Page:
Arts » Visual Arts

Fighting to save Carmel's grain elevator


Kern and the grain elevator he's fighting so save. - DAN GROSSMAN
  • Dan Grossman
  • Kern and the grain elevator he's fighting so save.

Ron Kern first heard of Mayor Jim Brainard’s plan to demolish the Carmel grain elevator and replace it with a water tower this January, on the same night that he opened a show of his photography. One of his works on display that evening just so happened to be a photograph of said abandoned grain elevator, rising two hundred feet or so over the Monon Trail, on the outskirts of Carmel’s Arts & Design District.

Kern perceived a certain irony in the timing of this news.

Brainard, under the auspices of the Carmel Redevelopment Commission, has transformed Carmel over the past five years to conform to his vision. The walkable Arts & Design District, packed with art galleries and restaurants, has a decidedly European feel in terms of architecture. The new Sophia Square retail/apartment complex even uses the phrase “classic European architecture” as a selling point.

This is most striking in the neoclassical design of the Palladium — the main venue of the Center for the Performing Arts — that borrows heavily from Italian architect Andrea Palladio.

Kern isn’t necessarily against this new development, but he believes there’s still room for existing structures like the Carmel grain elevator. And so, he's fighting for its preservation.

“These things were designed with function in mind,” says Kern. “There was no specific architectural design. They were designed and built to do one thing, which was to lift the grain from the storage into the awaiting railroad car. And yet they had this incredible form because they were all designed around function… The American engineer was coming up with these amazing structures with no predication.”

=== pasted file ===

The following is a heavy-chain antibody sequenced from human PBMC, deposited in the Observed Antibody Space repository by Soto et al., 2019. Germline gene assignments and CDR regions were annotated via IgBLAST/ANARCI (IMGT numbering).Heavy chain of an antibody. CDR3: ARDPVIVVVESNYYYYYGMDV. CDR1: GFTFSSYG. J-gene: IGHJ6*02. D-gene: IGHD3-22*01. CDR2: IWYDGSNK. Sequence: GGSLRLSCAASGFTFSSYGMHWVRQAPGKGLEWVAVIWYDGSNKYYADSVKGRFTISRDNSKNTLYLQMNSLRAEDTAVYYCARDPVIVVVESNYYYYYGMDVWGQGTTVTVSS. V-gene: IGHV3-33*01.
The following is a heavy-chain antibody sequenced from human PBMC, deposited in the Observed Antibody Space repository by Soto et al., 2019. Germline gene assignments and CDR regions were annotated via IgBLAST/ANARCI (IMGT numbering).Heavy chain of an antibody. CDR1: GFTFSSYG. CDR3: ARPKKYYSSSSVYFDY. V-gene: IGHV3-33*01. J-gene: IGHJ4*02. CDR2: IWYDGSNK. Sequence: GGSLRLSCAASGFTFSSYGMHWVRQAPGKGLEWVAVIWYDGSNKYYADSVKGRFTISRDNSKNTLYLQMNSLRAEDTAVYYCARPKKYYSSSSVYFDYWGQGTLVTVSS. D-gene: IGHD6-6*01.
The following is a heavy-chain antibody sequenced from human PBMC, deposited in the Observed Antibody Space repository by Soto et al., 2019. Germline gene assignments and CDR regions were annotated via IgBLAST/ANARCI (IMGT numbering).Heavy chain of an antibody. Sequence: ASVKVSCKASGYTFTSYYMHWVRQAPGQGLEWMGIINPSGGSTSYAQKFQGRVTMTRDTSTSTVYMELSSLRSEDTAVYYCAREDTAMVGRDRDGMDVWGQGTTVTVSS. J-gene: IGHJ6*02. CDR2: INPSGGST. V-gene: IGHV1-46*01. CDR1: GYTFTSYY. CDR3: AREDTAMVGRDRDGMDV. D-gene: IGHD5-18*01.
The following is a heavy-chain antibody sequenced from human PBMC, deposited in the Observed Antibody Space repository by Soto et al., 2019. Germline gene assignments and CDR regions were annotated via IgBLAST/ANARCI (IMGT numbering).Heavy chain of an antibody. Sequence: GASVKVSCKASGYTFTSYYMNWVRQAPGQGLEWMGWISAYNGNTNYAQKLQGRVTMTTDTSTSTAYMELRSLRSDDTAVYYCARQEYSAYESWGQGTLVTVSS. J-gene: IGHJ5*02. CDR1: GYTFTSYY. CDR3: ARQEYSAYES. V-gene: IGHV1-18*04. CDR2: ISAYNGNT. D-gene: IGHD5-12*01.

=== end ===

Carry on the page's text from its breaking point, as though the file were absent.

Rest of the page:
The functionality of grain elevators influenced many Modernist architects, including Louis Sullivan and Frank Lloyd Wright. That influence, however, extends way beyond architecture; witness one Charles Demuth, whose 1927 painting, “My Egypt,” pictures a grain elevator lit by triangular sunbeams.

“Demuth considered those grain elevators to be like the pyramids in Egypt,” says Kern.

Kern started seriously researching the influence of grain elevators on modern art and architecture — as well as on photographers — when he first began the fight to save the Carmel grain elevator. He began this fight by writing on his blog; soon enough others joined him. (The City of Carmel hasn't yet returned a request for comment regarding their plans for the grain elevator.)

Ron Kern, "Carmel Grain Elevator 5"
  • Ron Kern, "Carmel Grain Elevator 5"

There may be some self-interest involved in Kern’s drive to save the grain elevator; it is, after all, one of his favorite photographic subjects. It’s easy to see why.

His recent photos, using a Polaroid camera, are mind-blowing in their stark black and white beauty. In his process, Kern incorporates the imperfections in the medium with the same kind of glee with which, say, Jimi Hendrix incorporated feedback into his guitar solos.

“When you pull your film through, the part you usually throw away I keep,” says Kern about his process. “And then I preserve that and then there’s a bleaching process I go through to get a negative out of it. And so I take that and then I scan that negative. And then I turn that negative into a monochrome image.”

But the fight to save the Carmel grain elevator isn’t just about photography or aesthetics or architecture for Kern, who’s lived in Carmel since 1962 (the year before he entered kindergarten in Carmel Public Schools) and lives there today with his wife, Julie. He’s fighting for his community, which he not only wants to preserve, but transform into a better place.

Kern sees a future in which the grain elevator could serve as a centerpiece for a performance venue and artists’ studios.

“The irony is that the City Council has passed an historic preservation code and the mayor signed the resolution to demolish the grain elevator seven days before the historic preservation code was signed into law," says Kern. “Here we were for historic preservation and now, apparently, we aren’t.”


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